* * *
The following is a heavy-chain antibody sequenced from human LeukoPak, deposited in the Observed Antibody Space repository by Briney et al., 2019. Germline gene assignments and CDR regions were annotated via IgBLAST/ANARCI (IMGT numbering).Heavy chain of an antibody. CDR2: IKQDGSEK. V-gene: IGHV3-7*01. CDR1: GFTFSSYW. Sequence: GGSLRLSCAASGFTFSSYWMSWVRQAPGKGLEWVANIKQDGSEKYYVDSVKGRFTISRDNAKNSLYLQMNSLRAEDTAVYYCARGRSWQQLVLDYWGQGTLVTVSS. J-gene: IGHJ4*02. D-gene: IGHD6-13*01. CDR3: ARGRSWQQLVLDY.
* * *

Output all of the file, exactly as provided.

The following is a heavy-chain antibody sequenced from human LeukoPak, deposited in the Observed Antibody Space repository by Briney et al., 2019. Germline gene assignments and CDR regions were annotated via IgBLAST/ANARCI (IMGT numbering).Heavy chain of an antibody. CDR2: IKQDGSEK. V-gene: IGHV3-7*01. CDR1: GFTFSSYW. Sequence: GGSLRLSCAASGFTFSSYWMSWVRQAPGKGLEWVANIKQDGSEKYYVDSVKGRFTISRDNAKNSLYLQMNSLRAEDTAVYYCARGRSWQQLVLDYWGQGTLVTVSS. J-gene: IGHJ4*02. D-gene: IGHD6-13*01. CDR3: ARGRSWQQLVLDY.